Motion Picture Daily (Jan-Mar 1952)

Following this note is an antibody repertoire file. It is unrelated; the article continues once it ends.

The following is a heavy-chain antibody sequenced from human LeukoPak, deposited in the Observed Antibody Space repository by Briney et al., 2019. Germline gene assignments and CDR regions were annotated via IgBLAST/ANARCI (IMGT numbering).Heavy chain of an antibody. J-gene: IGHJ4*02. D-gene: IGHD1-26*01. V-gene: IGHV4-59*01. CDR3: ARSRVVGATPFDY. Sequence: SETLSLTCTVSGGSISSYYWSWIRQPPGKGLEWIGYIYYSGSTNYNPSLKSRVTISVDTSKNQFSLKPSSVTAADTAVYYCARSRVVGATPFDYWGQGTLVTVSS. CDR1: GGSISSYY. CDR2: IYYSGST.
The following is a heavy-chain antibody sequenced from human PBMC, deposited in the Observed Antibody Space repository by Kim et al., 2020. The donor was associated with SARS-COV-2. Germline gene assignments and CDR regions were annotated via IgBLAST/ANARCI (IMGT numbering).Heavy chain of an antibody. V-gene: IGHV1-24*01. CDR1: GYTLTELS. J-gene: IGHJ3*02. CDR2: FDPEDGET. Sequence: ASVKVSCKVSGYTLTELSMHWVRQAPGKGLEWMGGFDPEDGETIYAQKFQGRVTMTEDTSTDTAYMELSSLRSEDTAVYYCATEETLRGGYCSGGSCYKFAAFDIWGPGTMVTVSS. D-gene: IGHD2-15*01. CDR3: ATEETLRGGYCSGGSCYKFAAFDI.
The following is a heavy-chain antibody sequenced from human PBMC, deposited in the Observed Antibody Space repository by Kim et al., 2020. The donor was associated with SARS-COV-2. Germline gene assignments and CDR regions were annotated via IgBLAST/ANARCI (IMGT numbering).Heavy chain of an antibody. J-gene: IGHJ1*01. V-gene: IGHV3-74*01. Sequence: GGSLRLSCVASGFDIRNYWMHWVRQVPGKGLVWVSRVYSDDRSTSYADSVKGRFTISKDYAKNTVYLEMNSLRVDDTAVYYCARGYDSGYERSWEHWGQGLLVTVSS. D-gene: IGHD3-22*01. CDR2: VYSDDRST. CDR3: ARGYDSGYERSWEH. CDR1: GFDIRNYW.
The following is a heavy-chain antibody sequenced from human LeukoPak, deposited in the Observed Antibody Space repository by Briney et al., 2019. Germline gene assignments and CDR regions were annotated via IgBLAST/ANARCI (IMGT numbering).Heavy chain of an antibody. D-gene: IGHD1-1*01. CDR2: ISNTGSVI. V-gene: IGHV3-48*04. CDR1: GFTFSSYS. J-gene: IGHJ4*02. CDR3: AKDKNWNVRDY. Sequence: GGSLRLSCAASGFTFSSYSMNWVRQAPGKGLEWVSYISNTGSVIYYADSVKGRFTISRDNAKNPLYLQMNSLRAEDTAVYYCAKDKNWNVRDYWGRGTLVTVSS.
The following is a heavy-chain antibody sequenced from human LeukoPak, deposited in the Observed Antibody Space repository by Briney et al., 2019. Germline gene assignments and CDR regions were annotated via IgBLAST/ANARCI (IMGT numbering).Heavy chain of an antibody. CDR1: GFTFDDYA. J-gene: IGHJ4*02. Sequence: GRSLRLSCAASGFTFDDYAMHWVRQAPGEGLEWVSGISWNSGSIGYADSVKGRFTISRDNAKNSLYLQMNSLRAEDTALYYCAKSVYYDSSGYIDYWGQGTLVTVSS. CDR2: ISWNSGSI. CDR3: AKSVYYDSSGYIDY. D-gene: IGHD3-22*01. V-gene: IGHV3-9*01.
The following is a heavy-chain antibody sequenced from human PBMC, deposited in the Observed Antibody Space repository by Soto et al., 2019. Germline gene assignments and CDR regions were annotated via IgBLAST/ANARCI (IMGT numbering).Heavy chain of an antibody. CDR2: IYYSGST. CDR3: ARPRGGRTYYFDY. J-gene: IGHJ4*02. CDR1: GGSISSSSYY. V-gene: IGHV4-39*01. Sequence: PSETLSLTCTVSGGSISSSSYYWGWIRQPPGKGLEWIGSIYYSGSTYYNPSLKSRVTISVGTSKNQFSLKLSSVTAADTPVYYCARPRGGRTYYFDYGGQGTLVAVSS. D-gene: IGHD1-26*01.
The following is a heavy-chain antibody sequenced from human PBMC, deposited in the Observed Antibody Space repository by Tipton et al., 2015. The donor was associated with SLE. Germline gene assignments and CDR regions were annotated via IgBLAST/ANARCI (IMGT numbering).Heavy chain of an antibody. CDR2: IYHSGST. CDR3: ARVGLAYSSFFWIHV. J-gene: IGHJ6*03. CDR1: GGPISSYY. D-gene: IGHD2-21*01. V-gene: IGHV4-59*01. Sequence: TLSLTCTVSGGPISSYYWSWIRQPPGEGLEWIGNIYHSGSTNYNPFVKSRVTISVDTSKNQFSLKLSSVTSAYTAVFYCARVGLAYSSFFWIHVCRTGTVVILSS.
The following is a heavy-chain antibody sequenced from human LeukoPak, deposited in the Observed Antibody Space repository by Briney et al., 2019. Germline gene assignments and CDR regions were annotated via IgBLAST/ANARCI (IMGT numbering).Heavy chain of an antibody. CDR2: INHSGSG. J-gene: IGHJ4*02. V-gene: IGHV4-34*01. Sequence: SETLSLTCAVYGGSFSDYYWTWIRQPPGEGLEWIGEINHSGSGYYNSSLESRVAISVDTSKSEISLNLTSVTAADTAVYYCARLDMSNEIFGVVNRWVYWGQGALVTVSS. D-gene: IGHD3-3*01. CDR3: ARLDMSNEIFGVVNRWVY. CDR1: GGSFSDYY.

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6 Motion Picture daily Monday, February 18, 1952 Motion Picture Daily Feature Reviews ''The Treasure of Lost Canyon'' (Unii-ersaI-I)!tcniational) OUT OF Robert Louis Stevenson's story, "Treasure of Franchard," pro- ducer Leonard Goldstein has fashioned a satisfying piece of family enter- tainment. The adventure, about an orphaned boy and a fabulous treasure, is in color by Technicolor with a cast headed by William Powell, Rosemary De Camp and Tommy Ivo. Powell plavs an eccentric country gentleman and Jack of all trades. A home- less, taciturn youngster crosses his path, and Powell, with the agreement of his 'wife, :Miss DeCamp, decides to adopt the lad. Quite a history preceded the boy, including a stint with a trio of phony medicine peddlers, who taught him the refined art of stealing. One day on an outing the boy comes across a hidden tunnel and mside discovers 'a fabulous treasure. Suddenly rich, Powell goes out on a grand spree. The boy, however, takes a previous statement of Powell's that money corrupts literally and forthwith dumps the treasure deep into a waterfall. To further aggravate matters, his carelessness causes Powell's house to catch fire. The screenplay, by Brainerd Duffiield and Emerson Crocker, has Henry Hull play the slv villain whose selfish manipulations caused the boy to go through a series of hardships. By the finale it is established that the boy was actually the son of Powell's brother. . . The ending is a happy one and one of the factors leading to it is the re- trieving of the treasure from its watery grave. Others in the cast are Charles Drake and Julia Adams, neighbors of Powell. The latter is always pleasant to watch and he turns in an engaging performance. Ted Tetzlaff directed. Running time, 81 >4 minutes. General audience classification. For March rpTpacp Mandel Herbstman ''Road Agenf (RKO Pictures) nTlM HOLT'S usually large-sized Western-film audience will particularly A applaud his "Road Agent" production, for its rapid action, brisk gunplay and better than usual tale, well directed, and produced with satisfaction, by Lesley Selander and Herman Schlom, respectively. Norman Houston wrote the story, which makes Holt and his pal, Richard Martin, a pair of "Robin Hoods" who save the cattlemen of Trail City from Mauritz Hugo, a wily cattle buyer who has purchased surrounding lands in order to place prohibi- tive tolls on all roads over which the cattlemen must drive their herds on their way to market. Tim and Martin hold up Hugo to get back what they feel is an overcharge on the toll. Inadvertently, they take all of Hugo's money, which runs into many thousands. They turn it over to the harried cattlemen to pay the tolls, thus actually returning the money to Hugo while doing a service to the cattle- men. Hugo's hold on the town later is broken when he moves outside the law to keep the cattlemen from getting to market and is nabbed in the process by Tim, Martin and the sheriff. The story moves swiftly and logically at all times, building to a gun-blazmg climax when the two Robin Hoods are cornered in a mountain cabin by Hugo and his men. It breaks with tradition when Holt goes into a clinch with Noreeu Nash, daughter of one of the cattlemen, at the fadeout. Others in the cast are: Dorothy Patrick, Bob Wilks, Tom Tyler, Guy Ed- ward Hearn, William Tannen, Sam Flint, Forbest Murray and Stan Blystone. Running time, 60 minutes. General audience classification. Release date, not set. "The Small Back Room'' {Archer-Snader) WITH Britain-at-war as background, this film endeavors to demonstrate that a man faced with severe physical and emotional problems can lick his situation if he develops the inner strength to do so. But the premise is met unsatisfactorily because of a strange mixture of story lines which get hopelessly tangled. David Farrar j/lays a British scientist busy on secret projects. The strain of war is heightened by a psyhical disability which doctors meet by pre- prescribing drugs. Sometimes they help and then again they do not whereas Farrar finds antidote and comfort in straight Scotch. Thus, the contest is between the drugs, which are authorized, and the liquor which is not. It is Kathleen Byron, Farrar's romance, who does most to keep him away from the liquor and a growing program of self-pity. They quarrel and he goes for the Scotch. Meanwhile, the Germans have been dropping a mysterious bomb on Eng- land. Farrar gets the assignment of disassembling it for study. In carrying off the task successfully, he also finds himself and licks his emotional diffi- culties. The film is based on a novel by Nigel Balchin and a script by Michael Powell and Emeric Pressburger, who also produced and directed. It is an unsatisfying mixture of various story elements, including mystery, psychiatry and suspense. Very good is the long sequence on the lonely beach when Far- rar neutralizes the bomb. This outdoes by far the rest of the film with its unexpected shift into a "Lost Weekend" routine. What happens is all part of the same film, but portions are so loosely joined that the relationship be- comes strained. The principals are competent and are thoroughly believable when the film allows them to be. Running time, 90 minutes. Adult audience classification. Release date, not set. "The Belle of New York" {M-G-M) THE springboard for this latest and lavish M-G-M musical is the gaslight era when waiters sang, women were shy, men both bold and gallant, and Currier and Ives illustrated the scenery and also were part of it. Fred Astaire and Vera-Ellen are the co-stars, singing and dancing an array of tunes by Llarry Warren and Johnny Mercer. When the stars are on their agile pins, "The Belle of New York" gets away from its lethargic and dull story, takes on verve and life and is some- thing of a delight to watch. There is, for instance, Astaire doing an inimit- able and vastly entertaining routine on top of the arch in Washington Square; Vera-Ellen doing a perfectly charming song-and-dance number when the story calls for her to try her hand at the jemme fatale business; another in which both of them bring to life a series of Currier and Ives prints which follow the seasons of the year; and a fourth in which they sing and dance in and around a horse car. But the story which has the irresponsible Astaire pursue the mission worker and the romantic booby traps which block their path to romantic bliss is doleful and dull. In fact, it merely bridges and sets the stage for their routines. No niatter how it is approached, any discussion of this musical must get back to those musical numbers which are so good that all else is completely outdis- tanced. Astaire, of course, continues to be quite wonderful but never far behind, if indeed she is, is the graceful and personable Vera-Ellen. They make a team which is on the wonderful side of the ledger. The attraction is based, according to the credits, on a play by Hugh Morton and adapted for its current purpose by Chester Erskine. Robert O'Brien and Irving Elinson wrote the screenplay, but the production departments that count in this effort are the individuals like Robert Alton who staged and directed the musical numbers; Warren and Mercer who wrote a pleasant, but undistinguished, score; Cedric Gibbons and Jack Martin Smith, the art directors; Robert Planck who handled the Technicolor camera and, by all odds, Warren Newcombe and Irving G. Ries who accomplished interesting effects in trick photography. Arthur Freed produced and Charles Walters directed. Others in the cast include Marjorie Main, Keenan Wynn and Alice Pearce. Running time, 82 minutes. General audience classification. Release date, February, 1952. Red Kann "Colorado Sundown" {Republic) REX ALLEN employs his prowess and skill against a brother-sister com- bination out to gain control of rich timberlands by pretending the trees are infested with bark beetles. The villains are Fred Graham and June Vin- cent who have been willed one-third of a huge estate. Sharing the other two- thirds of the property are Slim Pickens and pretty Mary Ellen Kay. The villains first kill a forest ranger and then put a long-lost brother to work in the guise of the ranger. In this fraudulent disguise he condemns trees and makes the ranchers sell out at a ridiculously low price. Among other activities of the villains is the habit of giving their opponents poisonous tea. The screenplay by Eric Taylor and William Lively has more plot involve- m.ents than is customary in the average Western. There is, however, the normal amount of gunplay and hard riding. For a time Allen finds himself in hot water, especially when he is accused of the murder of one of the "tea" victims. By the finale everything is cleared up in true Western tradition. On band with an occasional song are the Republic Rhythm Riders. Edward J. White was associate producer and William Witney directed. Running time, 67 minutes. General audience classification. Release date, Feb. 8. M. Herbstman "The Magic Garden" (Swan Film-Mayer-Kingsley) SIMPLICITY, charm and a nice balance in good humor recommend this film for art theatre audiences. "The Magic Garden" is a folk tale about a group of Afrikaans who live in doubtful splendor in a suburb of Johannes- burg. Produced and directed by Donald Swanson in South Africa with a non- professional Negro cast, it does not have the polish of a fully-rounded pro- fessional attraction, yet this turns out to be one of its major assets. The simple story deals with the theft of 40 pounds from a church to which the money eventually returns but not before it touches and alters the lives of those with whom it establishes contact. A poor widow and her children are aided, a young couple finds marriage, a greedy money-lender and an avaricious storekeeper are taught a lesson and the thief is caught by the law. Throughout is heard the captivating music of Willard Cele, who plays a wood instrument known as a pennywhistle, and solos and chorals by the players in their tribal dialects and in English. It is not without possibility that some Negro groups here may be offended by the naivete and simple childishness attributed generally to the cast. They may take the position that emphasis on backwardness and superstitution, regardless of how accurately they agree with the facts, is a reflection on the whole race. Running time, 63 minutes. General audience classification. Release date, not set.